As it should be, SCEA is a well-prepared informative document with lot of World Bank heart and brain going in it - logical and realistic presentation laced with an offer for technical and monetary support. Pakistan, with 60 per cent of its population dependent on natural resources - agricultural soils, water, rangeland and forests - and carrying huge social deficits of low-literacy, corruption and high poverty can hardly benefit from such reports. Countless anomalies will surface when it comes to the implementation of recommended measures. For example, when EPA recommended higher tax on over-used vehicles, it conveniently forgot that who the users of these vehicles were. We cannot think of removing such vehicles by simply penalizing their poor owners. Perhaps, first we will have to develop a mass transit system to facilitate phased exit of air polluting vehicles.



The city government is endeavoring to turn Karachi into a green jungle on the pattern of Singapore to achieve three pronged goals i.e. contain pollution, add beauty to the city and develop a healthy atmosphere.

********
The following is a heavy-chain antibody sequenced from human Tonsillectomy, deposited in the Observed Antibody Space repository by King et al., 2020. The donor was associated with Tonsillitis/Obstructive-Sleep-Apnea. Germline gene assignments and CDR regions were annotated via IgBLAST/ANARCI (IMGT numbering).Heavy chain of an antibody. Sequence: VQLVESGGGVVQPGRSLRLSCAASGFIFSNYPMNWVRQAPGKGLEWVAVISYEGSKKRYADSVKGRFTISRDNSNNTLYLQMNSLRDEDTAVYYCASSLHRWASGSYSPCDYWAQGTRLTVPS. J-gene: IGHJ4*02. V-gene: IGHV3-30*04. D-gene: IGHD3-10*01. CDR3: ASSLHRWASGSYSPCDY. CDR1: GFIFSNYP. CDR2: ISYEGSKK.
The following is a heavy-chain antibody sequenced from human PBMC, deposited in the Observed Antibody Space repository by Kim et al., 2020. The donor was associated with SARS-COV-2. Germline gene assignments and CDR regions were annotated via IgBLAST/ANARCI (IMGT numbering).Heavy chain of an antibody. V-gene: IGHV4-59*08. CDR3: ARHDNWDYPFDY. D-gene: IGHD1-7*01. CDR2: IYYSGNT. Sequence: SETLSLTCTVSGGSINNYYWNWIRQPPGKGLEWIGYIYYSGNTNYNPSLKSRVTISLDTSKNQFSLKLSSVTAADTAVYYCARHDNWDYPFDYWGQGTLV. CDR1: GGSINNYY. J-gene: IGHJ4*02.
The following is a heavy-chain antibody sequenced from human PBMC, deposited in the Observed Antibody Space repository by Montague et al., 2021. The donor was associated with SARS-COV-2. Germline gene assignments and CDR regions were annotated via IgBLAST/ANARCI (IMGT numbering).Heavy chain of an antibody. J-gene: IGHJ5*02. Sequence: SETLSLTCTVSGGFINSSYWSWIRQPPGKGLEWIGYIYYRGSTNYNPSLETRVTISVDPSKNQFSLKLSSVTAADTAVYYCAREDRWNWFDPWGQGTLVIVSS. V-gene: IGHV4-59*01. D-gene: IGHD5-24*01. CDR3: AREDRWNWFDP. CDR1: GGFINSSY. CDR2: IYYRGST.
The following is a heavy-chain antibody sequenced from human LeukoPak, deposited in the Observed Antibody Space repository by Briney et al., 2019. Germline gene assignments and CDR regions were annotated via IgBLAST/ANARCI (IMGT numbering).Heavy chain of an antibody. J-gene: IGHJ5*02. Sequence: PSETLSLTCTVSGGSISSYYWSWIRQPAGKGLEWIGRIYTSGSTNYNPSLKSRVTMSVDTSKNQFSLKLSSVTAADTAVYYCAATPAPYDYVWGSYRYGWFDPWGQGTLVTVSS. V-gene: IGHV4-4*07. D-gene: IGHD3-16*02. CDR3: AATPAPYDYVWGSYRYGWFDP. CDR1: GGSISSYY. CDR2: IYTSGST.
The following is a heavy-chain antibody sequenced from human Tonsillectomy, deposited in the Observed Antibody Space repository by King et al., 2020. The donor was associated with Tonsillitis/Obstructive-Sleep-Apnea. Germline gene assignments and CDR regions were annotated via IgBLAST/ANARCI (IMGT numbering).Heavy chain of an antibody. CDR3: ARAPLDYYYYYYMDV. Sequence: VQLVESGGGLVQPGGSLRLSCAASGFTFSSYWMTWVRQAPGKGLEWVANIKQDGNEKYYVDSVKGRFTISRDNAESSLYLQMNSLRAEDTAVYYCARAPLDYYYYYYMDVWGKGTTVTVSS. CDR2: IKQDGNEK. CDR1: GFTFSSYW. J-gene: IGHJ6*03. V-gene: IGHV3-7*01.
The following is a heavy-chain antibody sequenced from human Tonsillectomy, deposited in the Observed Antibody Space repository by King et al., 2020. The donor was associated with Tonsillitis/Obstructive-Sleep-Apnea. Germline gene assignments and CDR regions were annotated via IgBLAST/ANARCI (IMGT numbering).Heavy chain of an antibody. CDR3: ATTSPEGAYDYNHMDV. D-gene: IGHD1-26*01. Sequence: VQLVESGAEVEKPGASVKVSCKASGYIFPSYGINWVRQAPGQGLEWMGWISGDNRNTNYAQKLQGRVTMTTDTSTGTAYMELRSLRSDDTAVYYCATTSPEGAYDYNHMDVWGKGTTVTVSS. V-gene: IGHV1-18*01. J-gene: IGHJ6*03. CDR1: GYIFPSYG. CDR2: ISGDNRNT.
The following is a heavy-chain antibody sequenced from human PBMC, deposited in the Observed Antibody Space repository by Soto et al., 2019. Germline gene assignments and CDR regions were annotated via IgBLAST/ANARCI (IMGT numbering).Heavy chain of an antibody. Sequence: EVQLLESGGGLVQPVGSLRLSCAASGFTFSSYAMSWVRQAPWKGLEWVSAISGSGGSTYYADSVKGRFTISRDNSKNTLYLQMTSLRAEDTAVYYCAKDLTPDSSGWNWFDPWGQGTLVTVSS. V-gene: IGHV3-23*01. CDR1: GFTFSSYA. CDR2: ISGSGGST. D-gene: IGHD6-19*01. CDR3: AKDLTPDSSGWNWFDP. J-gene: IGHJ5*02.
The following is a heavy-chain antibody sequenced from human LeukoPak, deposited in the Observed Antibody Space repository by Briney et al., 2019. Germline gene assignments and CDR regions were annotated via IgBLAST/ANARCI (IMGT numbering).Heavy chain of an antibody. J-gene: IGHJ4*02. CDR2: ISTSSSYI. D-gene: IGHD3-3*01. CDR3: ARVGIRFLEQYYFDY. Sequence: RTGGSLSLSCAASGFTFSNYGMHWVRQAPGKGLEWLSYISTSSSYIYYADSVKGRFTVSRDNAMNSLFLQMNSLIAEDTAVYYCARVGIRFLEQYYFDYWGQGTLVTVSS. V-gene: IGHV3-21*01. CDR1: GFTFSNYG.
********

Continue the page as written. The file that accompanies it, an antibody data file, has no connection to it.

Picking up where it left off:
The Asian Development Bank had sponsored a study on growth of greenery and trees in Karachi . Giving his remark on the study conducted regarding green Karachi , Syed Mustafa Kamal, Nazim Karachi said that in the given climatic conditions of Karachi plantation of trees could be more feasible as again focusing on greenery of grass pastures.

While emphasizing the importance of trees in human life and to control air pollution

Syed Mustafa Kamal disclosed that under the campaign of turning Karachi into a green jungle, the city government has planted more than 18500,000 trees in Karachi .

In fact, efforts to make Karachi a green city have been initiated by the city government for the first time in the history of Pakistan . He however expressed his concerns over protection of trees in Karachi in particular and in Pakistan in general. Actually there is no legal cover for the protection of trees. In fact, law should be made to punish the persons who will destroy of cut the green trees. At this juncture, the city government cannot take any punitive action against guilty of cutting the green trees. Hence he emphasized for legislation enabling the city government to take the guilty of cutting the trees to the book and law to punish in such cases.